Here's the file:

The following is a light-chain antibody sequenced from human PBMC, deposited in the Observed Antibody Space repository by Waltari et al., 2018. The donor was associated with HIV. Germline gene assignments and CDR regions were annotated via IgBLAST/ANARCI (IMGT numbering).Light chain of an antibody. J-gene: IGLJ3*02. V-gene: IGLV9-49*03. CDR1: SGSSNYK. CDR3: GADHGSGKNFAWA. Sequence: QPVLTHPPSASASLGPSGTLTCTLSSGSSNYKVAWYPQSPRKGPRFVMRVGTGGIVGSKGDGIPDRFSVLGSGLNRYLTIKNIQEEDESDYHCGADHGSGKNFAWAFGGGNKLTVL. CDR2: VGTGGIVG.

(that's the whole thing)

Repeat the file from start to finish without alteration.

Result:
The following is a light-chain antibody sequenced from human PBMC, deposited in the Observed Antibody Space repository by Waltari et al., 2018. The donor was associated with HIV. Germline gene assignments and CDR regions were annotated via IgBLAST/ANARCI (IMGT numbering).Light chain of an antibody. J-gene: IGLJ3*02. V-gene: IGLV9-49*03. CDR1: SGSSNYK. CDR3: GADHGSGKNFAWA. Sequence: QPVLTHPPSASASLGPSGTLTCTLSSGSSNYKVAWYPQSPRKGPRFVMRVGTGGIVGSKGDGIPDRFSVLGSGLNRYLTIKNIQEEDESDYHCGADHGSGKNFAWAFGGGNKLTVL. CDR2: VGTGGIVG.